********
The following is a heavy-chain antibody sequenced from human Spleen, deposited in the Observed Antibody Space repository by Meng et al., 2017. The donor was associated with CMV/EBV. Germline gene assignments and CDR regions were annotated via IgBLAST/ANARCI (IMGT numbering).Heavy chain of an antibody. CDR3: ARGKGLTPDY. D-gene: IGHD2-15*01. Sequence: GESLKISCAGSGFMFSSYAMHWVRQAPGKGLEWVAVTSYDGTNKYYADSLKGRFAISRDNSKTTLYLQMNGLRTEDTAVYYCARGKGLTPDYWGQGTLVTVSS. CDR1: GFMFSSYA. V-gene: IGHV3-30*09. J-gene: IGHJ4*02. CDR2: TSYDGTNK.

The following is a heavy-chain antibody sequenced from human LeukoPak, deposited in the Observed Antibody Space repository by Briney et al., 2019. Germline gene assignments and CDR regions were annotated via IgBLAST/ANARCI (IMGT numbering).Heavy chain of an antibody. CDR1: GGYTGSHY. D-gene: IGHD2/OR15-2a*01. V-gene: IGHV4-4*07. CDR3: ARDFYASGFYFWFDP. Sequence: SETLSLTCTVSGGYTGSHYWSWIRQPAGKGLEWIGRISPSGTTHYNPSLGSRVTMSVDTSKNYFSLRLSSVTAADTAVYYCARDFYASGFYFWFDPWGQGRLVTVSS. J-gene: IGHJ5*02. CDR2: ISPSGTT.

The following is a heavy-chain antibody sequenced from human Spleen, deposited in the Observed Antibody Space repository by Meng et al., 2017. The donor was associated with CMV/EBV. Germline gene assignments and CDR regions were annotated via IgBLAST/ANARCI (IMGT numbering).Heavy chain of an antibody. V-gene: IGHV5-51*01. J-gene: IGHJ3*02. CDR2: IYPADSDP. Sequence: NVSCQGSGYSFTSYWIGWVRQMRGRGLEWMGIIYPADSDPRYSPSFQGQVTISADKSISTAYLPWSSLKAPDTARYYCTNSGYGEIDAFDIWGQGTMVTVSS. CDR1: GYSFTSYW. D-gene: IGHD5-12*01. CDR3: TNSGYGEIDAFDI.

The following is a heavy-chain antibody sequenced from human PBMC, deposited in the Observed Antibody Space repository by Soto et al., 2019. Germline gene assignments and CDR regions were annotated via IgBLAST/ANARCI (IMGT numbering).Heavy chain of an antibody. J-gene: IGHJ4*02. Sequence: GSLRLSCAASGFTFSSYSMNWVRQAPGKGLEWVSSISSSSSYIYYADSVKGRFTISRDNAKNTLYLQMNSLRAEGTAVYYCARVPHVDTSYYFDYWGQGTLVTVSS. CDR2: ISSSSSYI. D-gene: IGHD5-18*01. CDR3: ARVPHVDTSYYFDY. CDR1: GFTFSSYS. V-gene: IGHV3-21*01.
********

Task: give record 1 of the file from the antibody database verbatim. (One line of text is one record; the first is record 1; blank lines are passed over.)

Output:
The following is a heavy-chain antibody sequenced from human Spleen, deposited in the Observed Antibody Space repository by Meng et al., 2017. The donor was associated with CMV/EBV. Germline gene assignments and CDR regions were annotated via IgBLAST/ANARCI (IMGT numbering).Heavy chain of an antibody. CDR3: ARGKGLTPDY. D-gene: IGHD2-15*01. Sequence: GESLKISCAGSGFMFSSYAMHWVRQAPGKGLEWVAVTSYDGTNKYYADSLKGRFAISRDNSKTTLYLQMNGLRTEDTAVYYCARGKGLTPDYWGQGTLVTVSS. CDR1: GFMFSSYA. V-gene: IGHV3-30*09. J-gene: IGHJ4*02. CDR2: TSYDGTNK.